Cheap tools - Forget it. Buy the best quality of tools you can afford. It is a case of Buy Cheap, But Twice with tools. You get a cheap screwdriver, for example, attack a stubborn nut and what happens? The blade of the driver is ruined. If in doubt, consult a fellow amateur radio constructor or anyone who has been in the electronics trade, they will gladly help.
The Care of Tools etc - Take care of your new tools and they will last for years. Use the correct one for the job. If a Phillip's screw is to be tightened, use a Phillips screw driver, not a straight bladed one. Don't use pliers to tighten nuts, use a spanner etc made for the size of nut you are using.
Ensure tools are cleaned after use and stored safely.
The Basic Tool Kit
Soldering Irons - People vary in their advice for this important tool. There are many to choose from and you can acquire a good selection over the years. Just about all my work is done with an Antex 25 watts iron with about 1/8th inch a tip. I use this for all my work with ICs, transistors etc. Smaller lighter ones (12 watt for example) are useful occasionally, but the above is the type I personally would suggest. Make sure you have at least one spare tip for the iron - I get through about three a year! Whilst on the subject of soldering, use an electronic grade of solder from a know manufacturer and,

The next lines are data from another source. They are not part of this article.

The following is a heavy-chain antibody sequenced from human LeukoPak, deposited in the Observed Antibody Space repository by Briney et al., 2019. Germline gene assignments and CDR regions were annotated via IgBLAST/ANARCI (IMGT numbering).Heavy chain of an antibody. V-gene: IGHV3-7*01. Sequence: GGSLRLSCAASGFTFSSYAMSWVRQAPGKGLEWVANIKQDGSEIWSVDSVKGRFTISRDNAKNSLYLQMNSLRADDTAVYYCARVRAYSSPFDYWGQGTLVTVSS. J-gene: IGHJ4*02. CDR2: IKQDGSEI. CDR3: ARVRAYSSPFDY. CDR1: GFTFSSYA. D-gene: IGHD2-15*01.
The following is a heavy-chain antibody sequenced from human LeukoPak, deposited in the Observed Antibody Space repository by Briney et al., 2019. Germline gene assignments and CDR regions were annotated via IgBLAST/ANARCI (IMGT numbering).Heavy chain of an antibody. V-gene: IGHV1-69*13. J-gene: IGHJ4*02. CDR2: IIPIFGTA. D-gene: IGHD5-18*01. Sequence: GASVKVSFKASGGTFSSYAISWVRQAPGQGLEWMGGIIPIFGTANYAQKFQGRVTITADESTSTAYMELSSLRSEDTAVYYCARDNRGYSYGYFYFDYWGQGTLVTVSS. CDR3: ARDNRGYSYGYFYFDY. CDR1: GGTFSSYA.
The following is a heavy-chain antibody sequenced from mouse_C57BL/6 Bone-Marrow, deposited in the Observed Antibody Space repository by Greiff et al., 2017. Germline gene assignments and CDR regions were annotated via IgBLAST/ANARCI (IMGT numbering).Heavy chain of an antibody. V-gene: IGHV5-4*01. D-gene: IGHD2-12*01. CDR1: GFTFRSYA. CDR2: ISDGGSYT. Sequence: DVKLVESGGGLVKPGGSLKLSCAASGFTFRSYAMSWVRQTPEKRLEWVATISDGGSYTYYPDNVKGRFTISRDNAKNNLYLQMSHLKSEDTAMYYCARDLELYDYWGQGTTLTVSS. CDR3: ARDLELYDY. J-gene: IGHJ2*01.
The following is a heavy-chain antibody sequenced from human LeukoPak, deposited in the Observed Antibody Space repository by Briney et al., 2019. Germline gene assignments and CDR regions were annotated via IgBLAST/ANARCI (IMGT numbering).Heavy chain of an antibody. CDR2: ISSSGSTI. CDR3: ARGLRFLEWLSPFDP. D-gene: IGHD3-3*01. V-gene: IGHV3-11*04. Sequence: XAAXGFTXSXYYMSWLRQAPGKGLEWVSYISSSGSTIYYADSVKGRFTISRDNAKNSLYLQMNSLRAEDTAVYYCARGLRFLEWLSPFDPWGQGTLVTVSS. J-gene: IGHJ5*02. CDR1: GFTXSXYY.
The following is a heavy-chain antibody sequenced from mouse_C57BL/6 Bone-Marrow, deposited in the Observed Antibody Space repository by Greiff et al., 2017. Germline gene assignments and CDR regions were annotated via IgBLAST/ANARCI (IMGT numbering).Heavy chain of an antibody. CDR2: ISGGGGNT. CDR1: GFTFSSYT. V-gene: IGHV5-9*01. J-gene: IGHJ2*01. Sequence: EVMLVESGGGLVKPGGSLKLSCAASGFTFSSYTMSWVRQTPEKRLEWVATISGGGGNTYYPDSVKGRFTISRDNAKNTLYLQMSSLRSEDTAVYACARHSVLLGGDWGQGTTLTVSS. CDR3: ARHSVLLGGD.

Drills - I managed for years with a hand drill, which is, of course perfectly controllable, in contrast to some electric ones. However. a modern cordless drill is very useful and speeds can be adjusted by trigger action to suit the various jobs. Drill bits are expensive, but it is particulary true about trying Cheapo brands - don't! A small 12v hand drill is invaluable for drilling PCBs and again the same applies for the miniature bits used for this. Drilling PCBs soon blunts the tips but they can be re-sharpened easily. A small drill stand is almost mandatory here, but you can manage without, as I have done.
Cutting Tools - Various small saws are commonly used, including hacksaws and the junior version. I also use Stanley knives fitted with a removable saw blade. A pair of tin snips is handy and may be used, apart from metal work, for cutting printed circuit board. Incidentally, PCB can be 'cut' by scoring with a sharp tool, using a straight edge and by applying pressure against a right angle, such as a bench edge, it will break along the scored line. Various small files will be found useful as will a hand reamer for enlarging holes. In days gone by, we used chassis cutters for cutting valve holder holes, and these may still be useful to cut for holes meters, control knobs etc.
Working Surface - It is important to work on a well lit surface which will not be harmed when drilling and cutting (unlike the dining room table!) and I find that a nylon kitchen chopping board is as friendly as any surface for this purpose.
Dick, G0BPS has these as his most needed tools:
The last item is for when it all goes 'orribly wrong.
(My local radio club has an award for home construction called the GOLDEN LUMP HAMMER AWARD - for the same reason as Dick's!